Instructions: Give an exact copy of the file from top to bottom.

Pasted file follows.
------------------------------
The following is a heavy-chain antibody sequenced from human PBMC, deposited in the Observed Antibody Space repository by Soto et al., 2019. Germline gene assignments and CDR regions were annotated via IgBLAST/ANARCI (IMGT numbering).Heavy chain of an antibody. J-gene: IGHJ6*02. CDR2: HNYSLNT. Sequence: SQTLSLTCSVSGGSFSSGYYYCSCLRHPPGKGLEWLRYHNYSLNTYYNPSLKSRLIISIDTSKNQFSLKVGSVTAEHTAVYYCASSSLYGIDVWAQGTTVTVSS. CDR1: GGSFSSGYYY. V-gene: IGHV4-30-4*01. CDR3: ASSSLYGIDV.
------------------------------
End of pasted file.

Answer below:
The following is a heavy-chain antibody sequenced from human PBMC, deposited in the Observed Antibody Space repository by Soto et al., 2019. Germline gene assignments and CDR regions were annotated via IgBLAST/ANARCI (IMGT numbering).Heavy chain of an antibody. J-gene: IGHJ6*02. CDR2: HNYSLNT. Sequence: SQTLSLTCSVSGGSFSSGYYYCSCLRHPPGKGLEWLRYHNYSLNTYYNPSLKSRLIISIDTSKNQFSLKVGSVTAEHTAVYYCASSSLYGIDVWAQGTTVTVSS. CDR1: GGSFSSGYYY. V-gene: IGHV4-30-4*01. CDR3: ASSSLYGIDV.